Millions of people around the world live in a cycle of poverty and poor health that is difficult to break.
What is the cycle of poverty and poor health?
Poverty increases your chance of getting ill because of:
- Poor nutrition
- Lack of clean water
- Harsh realities that may make putting your health at risk the only way to survive or keep your family safe.
Poor health increases poverty by:
- Reducing a family’s work productivity
- Leading families to sell assets to cover the costs of treatment. This increases poverty and their vulnerability to shocks in the future.
Other factors that contribute:
Infectious diseases such as diarrhoea, tuberculosis, malaria, and HIV – as well as neglected tropical diseases – kill and weaken millions of the poorest and most vulnerable people each year. This takes children and teachers out of school and ruins economies by attacking people in their most productive years.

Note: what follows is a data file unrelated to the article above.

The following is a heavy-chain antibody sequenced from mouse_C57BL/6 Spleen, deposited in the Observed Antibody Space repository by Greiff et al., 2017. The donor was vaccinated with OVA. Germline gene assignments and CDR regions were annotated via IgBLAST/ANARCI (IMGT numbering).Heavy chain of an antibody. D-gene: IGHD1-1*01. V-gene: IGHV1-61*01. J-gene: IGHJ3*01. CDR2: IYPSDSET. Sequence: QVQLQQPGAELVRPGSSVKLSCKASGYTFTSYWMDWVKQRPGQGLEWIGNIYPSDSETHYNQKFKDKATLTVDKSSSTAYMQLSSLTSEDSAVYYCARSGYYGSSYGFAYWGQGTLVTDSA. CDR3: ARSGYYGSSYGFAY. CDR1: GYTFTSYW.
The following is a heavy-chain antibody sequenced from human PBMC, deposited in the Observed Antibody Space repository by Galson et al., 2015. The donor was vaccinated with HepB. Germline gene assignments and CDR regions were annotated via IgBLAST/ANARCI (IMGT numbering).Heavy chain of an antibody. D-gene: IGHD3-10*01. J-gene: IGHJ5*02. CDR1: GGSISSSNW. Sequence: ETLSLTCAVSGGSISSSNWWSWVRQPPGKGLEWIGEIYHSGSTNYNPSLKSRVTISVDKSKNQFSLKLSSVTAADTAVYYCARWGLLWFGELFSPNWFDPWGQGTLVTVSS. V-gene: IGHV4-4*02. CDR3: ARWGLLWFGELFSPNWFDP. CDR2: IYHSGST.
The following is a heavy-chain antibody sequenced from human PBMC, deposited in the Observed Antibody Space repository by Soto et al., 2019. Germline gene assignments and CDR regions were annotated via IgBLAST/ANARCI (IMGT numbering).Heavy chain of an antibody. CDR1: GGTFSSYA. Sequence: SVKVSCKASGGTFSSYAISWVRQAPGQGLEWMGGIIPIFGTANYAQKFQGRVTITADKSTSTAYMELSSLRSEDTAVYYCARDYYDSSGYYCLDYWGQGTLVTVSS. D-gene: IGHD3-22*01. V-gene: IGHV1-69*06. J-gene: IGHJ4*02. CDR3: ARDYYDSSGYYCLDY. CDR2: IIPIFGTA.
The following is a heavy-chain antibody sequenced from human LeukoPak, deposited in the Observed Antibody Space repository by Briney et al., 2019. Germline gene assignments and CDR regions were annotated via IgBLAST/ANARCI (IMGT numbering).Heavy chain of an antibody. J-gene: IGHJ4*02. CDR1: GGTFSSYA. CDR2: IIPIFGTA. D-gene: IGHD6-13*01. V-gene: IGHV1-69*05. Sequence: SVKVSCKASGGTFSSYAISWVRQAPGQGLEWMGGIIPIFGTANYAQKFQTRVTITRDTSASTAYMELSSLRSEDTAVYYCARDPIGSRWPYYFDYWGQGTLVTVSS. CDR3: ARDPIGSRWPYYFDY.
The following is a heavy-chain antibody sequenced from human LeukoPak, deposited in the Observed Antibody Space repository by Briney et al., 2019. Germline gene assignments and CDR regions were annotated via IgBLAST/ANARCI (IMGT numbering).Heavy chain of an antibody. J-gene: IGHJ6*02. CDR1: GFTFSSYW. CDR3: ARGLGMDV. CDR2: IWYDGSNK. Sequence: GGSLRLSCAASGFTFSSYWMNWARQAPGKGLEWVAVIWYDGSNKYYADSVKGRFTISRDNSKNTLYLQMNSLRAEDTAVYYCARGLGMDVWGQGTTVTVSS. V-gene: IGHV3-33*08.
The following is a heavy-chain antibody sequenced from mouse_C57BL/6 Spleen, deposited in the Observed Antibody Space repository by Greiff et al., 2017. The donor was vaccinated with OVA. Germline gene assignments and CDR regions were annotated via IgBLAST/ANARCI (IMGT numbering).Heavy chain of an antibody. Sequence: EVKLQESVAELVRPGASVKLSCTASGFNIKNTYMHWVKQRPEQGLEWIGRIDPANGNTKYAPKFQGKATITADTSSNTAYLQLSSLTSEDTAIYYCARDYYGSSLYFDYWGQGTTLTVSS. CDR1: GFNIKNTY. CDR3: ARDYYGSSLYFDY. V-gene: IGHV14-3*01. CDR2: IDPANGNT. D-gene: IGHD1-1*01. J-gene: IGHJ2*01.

Where war and internal conflict exists there is another layer of risk and vulnerability that deepens the cycle.
The effects of climate change and environmental degradation are already threatening to destroy livelihoods and spread disease.
Health Poverty Action says:
- Wealthy countries must provide more long-term and predictable aid for health and more of it must go towards strengthening national health systems, not just tackling specific diseases.
- More health workers need to be trained and retained in developing countries. Wealthy countries must support this, and take steps to reduce their own poaching of qualified health professionals from countries that can least afford to lose them.
- Developing country governments must put a greater priority on health.
- Addressing the factors that sustain the cycle of poor health, such as poor nutrition, unsafe water and sanitation and a lack of education must be a priority. This means radically reducing poverty.
- Wealthy countries must take steps to address the critical shortage of effective drugs for diseases that largely affect the poor.